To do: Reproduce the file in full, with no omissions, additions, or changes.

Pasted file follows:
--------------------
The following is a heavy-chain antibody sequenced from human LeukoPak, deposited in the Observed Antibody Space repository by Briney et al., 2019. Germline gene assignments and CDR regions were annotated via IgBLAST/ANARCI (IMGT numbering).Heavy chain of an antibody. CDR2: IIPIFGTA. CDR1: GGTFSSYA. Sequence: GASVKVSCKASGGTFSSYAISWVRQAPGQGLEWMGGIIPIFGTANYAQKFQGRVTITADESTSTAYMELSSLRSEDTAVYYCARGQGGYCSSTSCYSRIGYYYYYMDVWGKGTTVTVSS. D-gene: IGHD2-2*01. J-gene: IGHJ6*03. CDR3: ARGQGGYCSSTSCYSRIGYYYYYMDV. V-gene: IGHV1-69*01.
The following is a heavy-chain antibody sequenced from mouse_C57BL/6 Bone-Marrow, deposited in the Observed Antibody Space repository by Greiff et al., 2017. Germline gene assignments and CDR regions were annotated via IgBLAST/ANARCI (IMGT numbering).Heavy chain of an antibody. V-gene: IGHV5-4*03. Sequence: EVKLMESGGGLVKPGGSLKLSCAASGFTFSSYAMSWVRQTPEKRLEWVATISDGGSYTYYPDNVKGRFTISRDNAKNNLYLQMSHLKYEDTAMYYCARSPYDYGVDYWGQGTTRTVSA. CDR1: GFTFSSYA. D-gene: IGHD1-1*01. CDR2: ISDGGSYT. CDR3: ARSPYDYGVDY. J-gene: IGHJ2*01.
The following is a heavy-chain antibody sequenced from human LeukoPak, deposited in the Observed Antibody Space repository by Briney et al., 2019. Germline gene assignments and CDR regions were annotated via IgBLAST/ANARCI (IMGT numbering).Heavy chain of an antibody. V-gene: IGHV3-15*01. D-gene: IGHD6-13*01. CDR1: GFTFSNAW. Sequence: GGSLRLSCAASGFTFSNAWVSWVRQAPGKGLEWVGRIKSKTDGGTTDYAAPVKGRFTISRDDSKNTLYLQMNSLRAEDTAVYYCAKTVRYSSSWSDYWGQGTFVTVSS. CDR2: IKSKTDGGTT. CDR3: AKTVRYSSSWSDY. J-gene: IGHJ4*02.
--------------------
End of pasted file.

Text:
The following is a heavy-chain antibody sequenced from human LeukoPak, deposited in the Observed Antibody Space repository by Briney et al., 2019. Germline gene assignments and CDR regions were annotated via IgBLAST/ANARCI (IMGT numbering).Heavy chain of an antibody. CDR2: IIPIFGTA. CDR1: GGTFSSYA. Sequence: GASVKVSCKASGGTFSSYAISWVRQAPGQGLEWMGGIIPIFGTANYAQKFQGRVTITADESTSTAYMELSSLRSEDTAVYYCARGQGGYCSSTSCYSRIGYYYYYMDVWGKGTTVTVSS. D-gene: IGHD2-2*01. J-gene: IGHJ6*03. CDR3: ARGQGGYCSSTSCYSRIGYYYYYMDV. V-gene: IGHV1-69*01.
The following is a heavy-chain antibody sequenced from mouse_C57BL/6 Bone-Marrow, deposited in the Observed Antibody Space repository by Greiff et al., 2017. Germline gene assignments and CDR regions were annotated via IgBLAST/ANARCI (IMGT numbering).Heavy chain of an antibody. V-gene: IGHV5-4*03. Sequence: EVKLMESGGGLVKPGGSLKLSCAASGFTFSSYAMSWVRQTPEKRLEWVATISDGGSYTYYPDNVKGRFTISRDNAKNNLYLQMSHLKYEDTAMYYCARSPYDYGVDYWGQGTTRTVSA. CDR1: GFTFSSYA. D-gene: IGHD1-1*01. CDR2: ISDGGSYT. CDR3: ARSPYDYGVDY. J-gene: IGHJ2*01.
The following is a heavy-chain antibody sequenced from human LeukoPak, deposited in the Observed Antibody Space repository by Briney et al., 2019. Germline gene assignments and CDR regions were annotated via IgBLAST/ANARCI (IMGT numbering).Heavy chain of an antibody. V-gene: IGHV3-15*01. D-gene: IGHD6-13*01. CDR1: GFTFSNAW. Sequence: GGSLRLSCAASGFTFSNAWVSWVRQAPGKGLEWVGRIKSKTDGGTTDYAAPVKGRFTISRDDSKNTLYLQMNSLRAEDTAVYYCAKTVRYSSSWSDYWGQGTFVTVSS. CDR2: IKSKTDGGTT. CDR3: AKTVRYSSSWSDY. J-gene: IGHJ4*02.